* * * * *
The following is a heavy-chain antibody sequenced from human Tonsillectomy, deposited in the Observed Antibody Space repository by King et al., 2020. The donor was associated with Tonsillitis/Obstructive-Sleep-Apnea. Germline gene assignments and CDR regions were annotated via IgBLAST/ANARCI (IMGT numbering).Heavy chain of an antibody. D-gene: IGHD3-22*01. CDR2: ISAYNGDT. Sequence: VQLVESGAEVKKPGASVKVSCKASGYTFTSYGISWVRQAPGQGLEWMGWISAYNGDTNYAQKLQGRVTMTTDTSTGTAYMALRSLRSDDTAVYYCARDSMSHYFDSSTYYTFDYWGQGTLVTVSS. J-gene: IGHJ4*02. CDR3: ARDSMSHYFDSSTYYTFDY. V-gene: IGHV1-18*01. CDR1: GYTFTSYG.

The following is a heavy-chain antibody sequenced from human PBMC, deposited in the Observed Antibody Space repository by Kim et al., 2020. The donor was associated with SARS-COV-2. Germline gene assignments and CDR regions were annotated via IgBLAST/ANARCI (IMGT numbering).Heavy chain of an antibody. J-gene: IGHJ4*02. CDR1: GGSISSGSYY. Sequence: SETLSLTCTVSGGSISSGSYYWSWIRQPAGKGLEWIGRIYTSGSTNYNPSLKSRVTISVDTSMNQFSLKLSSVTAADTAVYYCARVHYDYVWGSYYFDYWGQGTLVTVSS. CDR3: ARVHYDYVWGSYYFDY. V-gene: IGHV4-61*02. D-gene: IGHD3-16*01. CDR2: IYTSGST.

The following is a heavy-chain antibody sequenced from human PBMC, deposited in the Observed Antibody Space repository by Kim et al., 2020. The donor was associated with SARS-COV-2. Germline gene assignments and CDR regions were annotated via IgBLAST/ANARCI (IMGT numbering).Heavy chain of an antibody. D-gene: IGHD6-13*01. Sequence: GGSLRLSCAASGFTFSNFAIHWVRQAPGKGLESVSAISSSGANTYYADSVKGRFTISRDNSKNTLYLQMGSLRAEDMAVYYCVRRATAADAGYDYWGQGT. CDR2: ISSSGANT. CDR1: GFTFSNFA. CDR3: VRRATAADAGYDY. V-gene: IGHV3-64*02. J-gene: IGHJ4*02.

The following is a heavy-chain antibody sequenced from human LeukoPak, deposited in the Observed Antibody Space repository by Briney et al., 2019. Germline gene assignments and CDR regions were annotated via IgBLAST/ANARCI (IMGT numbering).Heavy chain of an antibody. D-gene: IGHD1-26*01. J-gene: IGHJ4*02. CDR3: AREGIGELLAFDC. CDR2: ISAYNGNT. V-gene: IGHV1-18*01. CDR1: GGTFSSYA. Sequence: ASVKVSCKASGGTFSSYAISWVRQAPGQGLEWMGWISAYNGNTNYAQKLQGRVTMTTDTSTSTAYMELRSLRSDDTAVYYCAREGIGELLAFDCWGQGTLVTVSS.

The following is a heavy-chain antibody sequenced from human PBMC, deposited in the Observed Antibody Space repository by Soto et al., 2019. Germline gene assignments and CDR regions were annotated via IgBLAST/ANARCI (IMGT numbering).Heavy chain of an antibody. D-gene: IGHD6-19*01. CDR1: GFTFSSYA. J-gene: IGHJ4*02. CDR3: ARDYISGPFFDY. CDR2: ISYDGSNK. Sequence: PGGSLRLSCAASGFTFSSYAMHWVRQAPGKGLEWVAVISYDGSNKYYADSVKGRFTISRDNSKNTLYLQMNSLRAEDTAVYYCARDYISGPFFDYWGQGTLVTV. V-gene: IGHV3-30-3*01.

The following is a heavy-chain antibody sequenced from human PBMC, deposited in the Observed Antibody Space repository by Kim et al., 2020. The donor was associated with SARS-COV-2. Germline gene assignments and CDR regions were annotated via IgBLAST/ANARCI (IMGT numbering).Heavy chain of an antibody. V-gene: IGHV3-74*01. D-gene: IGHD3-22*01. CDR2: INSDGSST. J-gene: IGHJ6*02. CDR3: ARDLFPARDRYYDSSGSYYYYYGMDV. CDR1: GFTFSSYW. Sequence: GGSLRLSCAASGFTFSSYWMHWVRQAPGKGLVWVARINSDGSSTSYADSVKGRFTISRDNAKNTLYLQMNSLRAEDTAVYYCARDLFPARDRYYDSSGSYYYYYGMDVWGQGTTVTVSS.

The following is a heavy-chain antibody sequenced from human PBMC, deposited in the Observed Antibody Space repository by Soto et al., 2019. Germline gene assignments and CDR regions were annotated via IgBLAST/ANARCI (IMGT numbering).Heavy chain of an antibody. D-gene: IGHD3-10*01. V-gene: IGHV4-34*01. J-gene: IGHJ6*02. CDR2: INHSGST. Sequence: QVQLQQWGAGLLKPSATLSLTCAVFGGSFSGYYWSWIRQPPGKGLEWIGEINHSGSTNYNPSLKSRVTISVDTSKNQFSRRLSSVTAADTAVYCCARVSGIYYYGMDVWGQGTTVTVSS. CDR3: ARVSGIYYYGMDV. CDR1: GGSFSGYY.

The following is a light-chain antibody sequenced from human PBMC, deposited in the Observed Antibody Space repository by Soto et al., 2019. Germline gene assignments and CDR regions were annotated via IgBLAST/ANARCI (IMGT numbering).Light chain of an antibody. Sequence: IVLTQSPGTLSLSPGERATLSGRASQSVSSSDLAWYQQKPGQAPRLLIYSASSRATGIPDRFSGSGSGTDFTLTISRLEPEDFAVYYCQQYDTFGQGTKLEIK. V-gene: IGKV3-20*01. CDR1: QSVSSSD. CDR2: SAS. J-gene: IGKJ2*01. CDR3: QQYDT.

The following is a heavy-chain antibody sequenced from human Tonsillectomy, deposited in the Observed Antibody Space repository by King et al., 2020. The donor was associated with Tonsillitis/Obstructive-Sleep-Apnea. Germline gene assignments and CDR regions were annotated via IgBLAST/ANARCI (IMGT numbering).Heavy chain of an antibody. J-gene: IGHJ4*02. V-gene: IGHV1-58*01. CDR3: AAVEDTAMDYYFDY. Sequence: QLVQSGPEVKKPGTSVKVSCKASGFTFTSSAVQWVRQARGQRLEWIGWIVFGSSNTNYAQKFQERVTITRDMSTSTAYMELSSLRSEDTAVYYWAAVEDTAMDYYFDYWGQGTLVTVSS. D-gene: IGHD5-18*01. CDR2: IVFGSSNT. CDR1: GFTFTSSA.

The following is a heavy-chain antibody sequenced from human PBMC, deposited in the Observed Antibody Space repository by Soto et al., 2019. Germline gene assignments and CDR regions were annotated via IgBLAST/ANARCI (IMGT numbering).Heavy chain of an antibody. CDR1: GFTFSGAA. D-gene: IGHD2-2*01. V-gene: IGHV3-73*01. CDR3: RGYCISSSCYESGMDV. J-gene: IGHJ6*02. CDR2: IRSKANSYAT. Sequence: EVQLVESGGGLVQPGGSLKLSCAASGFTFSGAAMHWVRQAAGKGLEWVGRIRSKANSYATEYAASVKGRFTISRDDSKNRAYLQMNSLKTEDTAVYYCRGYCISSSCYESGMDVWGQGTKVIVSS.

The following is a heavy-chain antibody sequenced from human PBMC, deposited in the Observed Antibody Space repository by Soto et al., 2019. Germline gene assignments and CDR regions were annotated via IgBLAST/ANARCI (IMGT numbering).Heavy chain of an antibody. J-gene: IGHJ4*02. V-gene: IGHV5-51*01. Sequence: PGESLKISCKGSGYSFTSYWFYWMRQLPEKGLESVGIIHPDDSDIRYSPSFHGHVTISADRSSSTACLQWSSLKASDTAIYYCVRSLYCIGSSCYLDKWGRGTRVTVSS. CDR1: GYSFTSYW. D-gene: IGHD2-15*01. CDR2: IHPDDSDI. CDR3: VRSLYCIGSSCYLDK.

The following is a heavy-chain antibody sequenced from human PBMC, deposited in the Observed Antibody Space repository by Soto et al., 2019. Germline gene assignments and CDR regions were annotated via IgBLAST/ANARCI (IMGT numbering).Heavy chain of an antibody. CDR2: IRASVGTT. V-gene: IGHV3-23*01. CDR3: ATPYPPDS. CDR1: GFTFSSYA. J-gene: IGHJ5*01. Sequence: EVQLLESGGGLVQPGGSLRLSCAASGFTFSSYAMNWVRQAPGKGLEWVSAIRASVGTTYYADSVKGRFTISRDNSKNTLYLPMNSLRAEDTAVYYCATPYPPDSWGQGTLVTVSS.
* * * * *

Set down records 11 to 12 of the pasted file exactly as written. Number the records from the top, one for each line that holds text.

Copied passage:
The following is a heavy-chain antibody sequenced from human PBMC, deposited in the Observed Antibody Space repository by Soto et al., 2019. Germline gene assignments and CDR regions were annotated via IgBLAST/ANARCI (IMGT numbering).Heavy chain of an antibody. J-gene: IGHJ4*02. V-gene: IGHV5-51*01. Sequence: PGESLKISCKGSGYSFTSYWFYWMRQLPEKGLESVGIIHPDDSDIRYSPSFHGHVTISADRSSSTACLQWSSLKASDTAIYYCVRSLYCIGSSCYLDKWGRGTRVTVSS. CDR1: GYSFTSYW. D-gene: IGHD2-15*01. CDR2: IHPDDSDI. CDR3: VRSLYCIGSSCYLDK.

The following is a heavy-chain antibody sequenced from human PBMC, deposited in the Observed Antibody Space repository by Soto et al., 2019. Germline gene assignments and CDR regions were annotated via IgBLAST/ANARCI (IMGT numbering).Heavy chain of an antibody. CDR2: IRASVGTT. V-gene: IGHV3-23*01. CDR3: ATPYPPDS. CDR1: GFTFSSYA. J-gene: IGHJ5*01. Sequence: EVQLLESGGGLVQPGGSLRLSCAASGFTFSSYAMNWVRQAPGKGLEWVSAIRASVGTTYYADSVKGRFTISRDNSKNTLYLPMNSLRAEDTAVYYCATPYPPDSWGQGTLVTVSS.